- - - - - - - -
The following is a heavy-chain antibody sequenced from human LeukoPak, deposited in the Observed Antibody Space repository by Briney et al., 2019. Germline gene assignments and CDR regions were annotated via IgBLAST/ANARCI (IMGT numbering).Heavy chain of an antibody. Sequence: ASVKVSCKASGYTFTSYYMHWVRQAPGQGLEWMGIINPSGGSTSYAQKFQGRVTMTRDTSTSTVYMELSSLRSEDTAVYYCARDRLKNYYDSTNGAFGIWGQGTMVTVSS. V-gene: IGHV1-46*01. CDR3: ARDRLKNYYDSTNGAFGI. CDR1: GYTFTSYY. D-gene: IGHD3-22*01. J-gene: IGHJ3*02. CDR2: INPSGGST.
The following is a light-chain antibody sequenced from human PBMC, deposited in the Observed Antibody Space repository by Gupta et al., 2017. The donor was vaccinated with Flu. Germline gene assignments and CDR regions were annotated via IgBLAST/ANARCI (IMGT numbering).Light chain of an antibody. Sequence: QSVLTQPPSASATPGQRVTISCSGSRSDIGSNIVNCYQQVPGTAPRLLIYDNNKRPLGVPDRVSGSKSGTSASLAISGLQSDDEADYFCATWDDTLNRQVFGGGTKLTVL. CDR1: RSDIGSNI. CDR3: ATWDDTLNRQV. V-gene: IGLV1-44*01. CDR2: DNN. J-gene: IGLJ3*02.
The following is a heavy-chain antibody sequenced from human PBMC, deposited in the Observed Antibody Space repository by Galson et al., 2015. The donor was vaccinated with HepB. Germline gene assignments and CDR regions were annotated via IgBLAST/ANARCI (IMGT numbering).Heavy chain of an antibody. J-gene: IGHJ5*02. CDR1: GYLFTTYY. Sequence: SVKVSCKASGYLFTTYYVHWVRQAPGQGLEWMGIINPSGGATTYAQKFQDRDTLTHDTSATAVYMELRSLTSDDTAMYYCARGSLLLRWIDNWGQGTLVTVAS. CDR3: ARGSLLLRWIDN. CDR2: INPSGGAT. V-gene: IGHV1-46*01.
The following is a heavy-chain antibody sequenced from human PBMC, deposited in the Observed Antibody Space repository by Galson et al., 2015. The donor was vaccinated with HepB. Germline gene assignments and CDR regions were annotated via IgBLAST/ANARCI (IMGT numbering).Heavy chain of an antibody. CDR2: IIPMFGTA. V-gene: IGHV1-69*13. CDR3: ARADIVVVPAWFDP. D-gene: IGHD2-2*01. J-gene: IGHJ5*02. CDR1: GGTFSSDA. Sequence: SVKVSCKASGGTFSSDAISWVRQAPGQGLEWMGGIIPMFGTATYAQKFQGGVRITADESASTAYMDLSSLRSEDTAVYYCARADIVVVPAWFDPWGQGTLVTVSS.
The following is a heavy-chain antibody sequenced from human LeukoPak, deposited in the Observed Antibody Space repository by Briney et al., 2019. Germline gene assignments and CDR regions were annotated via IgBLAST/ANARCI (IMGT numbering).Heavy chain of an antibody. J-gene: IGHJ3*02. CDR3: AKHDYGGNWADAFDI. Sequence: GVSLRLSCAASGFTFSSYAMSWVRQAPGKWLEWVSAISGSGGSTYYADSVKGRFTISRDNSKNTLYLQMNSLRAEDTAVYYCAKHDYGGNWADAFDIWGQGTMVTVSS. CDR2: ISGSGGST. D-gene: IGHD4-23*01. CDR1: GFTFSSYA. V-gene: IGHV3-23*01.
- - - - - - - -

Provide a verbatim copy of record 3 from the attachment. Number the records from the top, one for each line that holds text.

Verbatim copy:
The following is a heavy-chain antibody sequenced from human PBMC, deposited in the Observed Antibody Space repository by Galson et al., 2015. The donor was vaccinated with HepB. Germline gene assignments and CDR regions were annotated via IgBLAST/ANARCI (IMGT numbering).Heavy chain of an antibody. J-gene: IGHJ5*02. CDR1: GYLFTTYY. Sequence: SVKVSCKASGYLFTTYYVHWVRQAPGQGLEWMGIINPSGGATTYAQKFQDRDTLTHDTSATAVYMELRSLTSDDTAMYYCARGSLLLRWIDNWGQGTLVTVAS. CDR3: ARGSLLLRWIDN. CDR2: INPSGGAT. V-gene: IGHV1-46*01.